Nautica’s Dressage Debut: Part I

It finally happened!

Last weekend, Nautica had his big dressage debut and it was a major success! On August 25th Nautica and I participated in our barn’s hosted ride-a-test with judge Jenni Hogan. We were signed up to ride in the intro B and C divisions.

For those unfamiliar with dressage, the introductory levels are just that, introductory, with intro A and B being walk-trot only and intro C introducing the canter. Scoring at the intro levels tends to be very forgiving for a horse or rider green to the sport, and geometry and rhythm take precedence over ideals such as throughness or collection, which come later.

For the past two months since our Linda Strine clinic, Nautica’s trot work has been coming along very nicely, progressing more and more each ride in a dressage sense, becoming much more relaxed, swinging and free through his topline. The canter was still very rough. The canter did by now have both leads and three distinct beats, but the gait itself still felt heavy, out of balance, and frantic, and his transitions still tended to fall in through the shoulder.

The idea for the August show was that our intro B would be our “good” class or the test in which we expected to score better than our other test, intro C, which would primarily be used for the clinic portion of the ride-a-test to gain tips on how to fix our canter. Intro C (with the canter) was scheduled to be our first class, followed by intro B for the show’s scoring and placing purposes. I was very lucky that Jenni offered to let me change the order of my tests last minute. It was this little change that allowed me to be better prepared for the canter work in intro C and also potentially aided in us improving our score in what could otherwise be a rough test.

We had a tense warm up. Nautica was spooky, unfocused and speedy in his gaits. We started our warmup 30 minutes early. Nautica, being 13 with an old injury generally starts out his rides a little stiff. I usually give him a long walk to warm up his joints slowly. On the day of the show, he wasn’t having any of it. To Nautica, obviously, all of these people at the barn meant something was up. We jigged our way around the warmup before I finally gave up and let him move forward into a trot. Oh yeah, for the past 13 years, “horse show” Nautica was rewarded for being alert and prancy. Surely all these people being here must mean this must be a horse show. We will need to work on our new and improved horse show expectations. Nautica is still figuring out this whole new world order.

“I can’t be calm—they’re all looking at me! I must dance!”

Our intro B was a little shaky. It was by no means bad at all, but definitely not our best test, and not quite at the level of quality Nautica had been working during our lessons. Nautica was tense through his back, reverting to his old, saddleseat trot, moving straight up and down rather than reaching forward and under himself with his hind end. He was a tad spooky about the spectators, which resulted in about half of our 20-meter circles being slightly inverted and counter bent. His free walk was a little jiggy. Despite it all, Jenni was kind with a score in the low 60s. For intro B, Nautica did all of his gaits, did them on cue and had relatively correct geometry. He was a good boy! The biggest highlight of our intro B was the short clinic that followed. Jenni was very honest. She pinpointed our major problems right away and gave us advice on how to improve them.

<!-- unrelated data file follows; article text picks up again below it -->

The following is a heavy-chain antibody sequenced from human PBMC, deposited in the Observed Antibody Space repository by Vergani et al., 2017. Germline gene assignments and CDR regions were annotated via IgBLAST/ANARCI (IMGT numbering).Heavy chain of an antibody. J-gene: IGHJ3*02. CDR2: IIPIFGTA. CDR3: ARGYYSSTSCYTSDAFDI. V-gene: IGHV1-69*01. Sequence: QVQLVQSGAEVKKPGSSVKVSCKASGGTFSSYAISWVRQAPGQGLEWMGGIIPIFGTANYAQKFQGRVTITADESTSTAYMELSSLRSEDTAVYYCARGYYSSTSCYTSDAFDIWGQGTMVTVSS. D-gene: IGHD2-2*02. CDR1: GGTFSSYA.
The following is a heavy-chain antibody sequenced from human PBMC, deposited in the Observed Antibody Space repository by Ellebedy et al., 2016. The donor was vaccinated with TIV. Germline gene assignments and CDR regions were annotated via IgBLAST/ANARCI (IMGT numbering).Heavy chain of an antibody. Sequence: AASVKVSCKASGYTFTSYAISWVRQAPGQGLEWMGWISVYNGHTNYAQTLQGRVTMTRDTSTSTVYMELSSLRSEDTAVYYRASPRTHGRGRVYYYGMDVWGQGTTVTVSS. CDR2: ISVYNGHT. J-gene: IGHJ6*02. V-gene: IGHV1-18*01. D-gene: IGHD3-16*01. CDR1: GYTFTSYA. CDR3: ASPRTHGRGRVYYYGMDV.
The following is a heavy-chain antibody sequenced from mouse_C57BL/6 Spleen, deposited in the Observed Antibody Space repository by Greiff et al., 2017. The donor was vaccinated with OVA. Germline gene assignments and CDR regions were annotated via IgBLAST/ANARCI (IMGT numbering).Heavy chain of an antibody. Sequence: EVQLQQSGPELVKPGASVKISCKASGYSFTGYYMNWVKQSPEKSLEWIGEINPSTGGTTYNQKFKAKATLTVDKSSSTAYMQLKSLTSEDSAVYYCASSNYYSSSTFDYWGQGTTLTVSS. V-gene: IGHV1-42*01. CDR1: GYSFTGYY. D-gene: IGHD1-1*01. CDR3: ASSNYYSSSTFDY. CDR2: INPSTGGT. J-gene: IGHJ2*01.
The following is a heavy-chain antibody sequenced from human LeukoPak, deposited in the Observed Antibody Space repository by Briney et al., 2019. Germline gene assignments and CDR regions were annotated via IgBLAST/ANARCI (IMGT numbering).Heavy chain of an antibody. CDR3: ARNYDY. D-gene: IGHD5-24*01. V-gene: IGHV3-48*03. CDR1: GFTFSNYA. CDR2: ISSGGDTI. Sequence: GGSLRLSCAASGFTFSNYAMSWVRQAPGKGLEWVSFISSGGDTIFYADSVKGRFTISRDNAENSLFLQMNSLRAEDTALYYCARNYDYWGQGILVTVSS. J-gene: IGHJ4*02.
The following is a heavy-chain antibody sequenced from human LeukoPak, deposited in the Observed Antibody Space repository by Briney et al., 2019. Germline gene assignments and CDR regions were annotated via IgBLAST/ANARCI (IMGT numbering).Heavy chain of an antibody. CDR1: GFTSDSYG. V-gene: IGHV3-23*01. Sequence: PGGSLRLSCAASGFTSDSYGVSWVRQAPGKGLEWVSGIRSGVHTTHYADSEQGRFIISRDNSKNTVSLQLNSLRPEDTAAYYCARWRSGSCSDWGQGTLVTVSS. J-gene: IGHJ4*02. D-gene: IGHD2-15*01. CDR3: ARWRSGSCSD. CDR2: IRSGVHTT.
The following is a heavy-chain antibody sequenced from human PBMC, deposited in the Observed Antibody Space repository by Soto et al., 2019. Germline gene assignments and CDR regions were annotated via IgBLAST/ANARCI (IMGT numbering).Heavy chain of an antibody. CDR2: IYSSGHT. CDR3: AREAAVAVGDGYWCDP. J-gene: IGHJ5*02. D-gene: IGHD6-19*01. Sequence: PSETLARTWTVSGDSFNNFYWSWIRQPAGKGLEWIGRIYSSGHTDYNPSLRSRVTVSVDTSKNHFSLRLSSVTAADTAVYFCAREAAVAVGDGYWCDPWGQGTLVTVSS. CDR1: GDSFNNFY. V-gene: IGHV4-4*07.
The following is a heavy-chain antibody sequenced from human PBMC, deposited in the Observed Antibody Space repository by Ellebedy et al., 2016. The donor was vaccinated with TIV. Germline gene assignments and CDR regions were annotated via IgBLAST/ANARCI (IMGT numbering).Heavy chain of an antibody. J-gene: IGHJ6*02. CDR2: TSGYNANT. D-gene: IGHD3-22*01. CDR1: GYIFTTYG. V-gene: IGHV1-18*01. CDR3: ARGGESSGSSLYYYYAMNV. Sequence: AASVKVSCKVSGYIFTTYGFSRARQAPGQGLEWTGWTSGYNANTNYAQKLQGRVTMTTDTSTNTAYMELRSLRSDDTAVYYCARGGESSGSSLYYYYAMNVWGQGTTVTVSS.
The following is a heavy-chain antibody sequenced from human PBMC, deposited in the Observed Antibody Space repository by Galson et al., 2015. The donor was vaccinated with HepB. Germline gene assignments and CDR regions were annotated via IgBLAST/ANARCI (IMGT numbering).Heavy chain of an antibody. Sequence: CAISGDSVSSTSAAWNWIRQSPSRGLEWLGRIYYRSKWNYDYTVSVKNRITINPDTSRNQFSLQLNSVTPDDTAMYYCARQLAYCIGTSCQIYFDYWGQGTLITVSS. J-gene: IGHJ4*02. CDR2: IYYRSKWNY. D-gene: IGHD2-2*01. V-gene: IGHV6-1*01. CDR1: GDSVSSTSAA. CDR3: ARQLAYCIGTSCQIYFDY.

Being a saddlebred, Nautica’s conformation is nearly perfect for what he was bred to do: have extra fancy front-end motion. Nautica’s conformation is not perfect for literally anything related to dressage. That’s okay. He’s not the saddlebred I would specifically seek out for this sport (though there are plenty out there). I don’t expect Nautica to ever go PSG and he doesn’t expect me to know what the hell I’m doing half the time. It’s a great compromise.

He’s perfect to me!

In a short 20 minutes, Jenni gave us a couple of exercises for improving Nautica’s ability to engage his hind end and get one step closer to tracking up underneath himself. One of these exercises involved turns on the forehand. My beloved turns on the forehand! By the end of the lesson, Nautica was stretching down and forward with his neck, engaging his hind legs, and only about one-half of a hoof print away from a true, training-level tracking up. We’re getting there, slowly but surely. I say “slowly but surely”, but honestly, to have less than a year of dressage behind us, and over a decade of saddle-seat to contest with, this horse is making incredible progress every day. Conformation, injuries and all, there’s nothing this American Saddlebred can’t do!

To keep this blog post from becoming any more long-winded, I will post a “part two” about our intro C experience, clinic, and training breakthroughs next!

To be continued...

Part II

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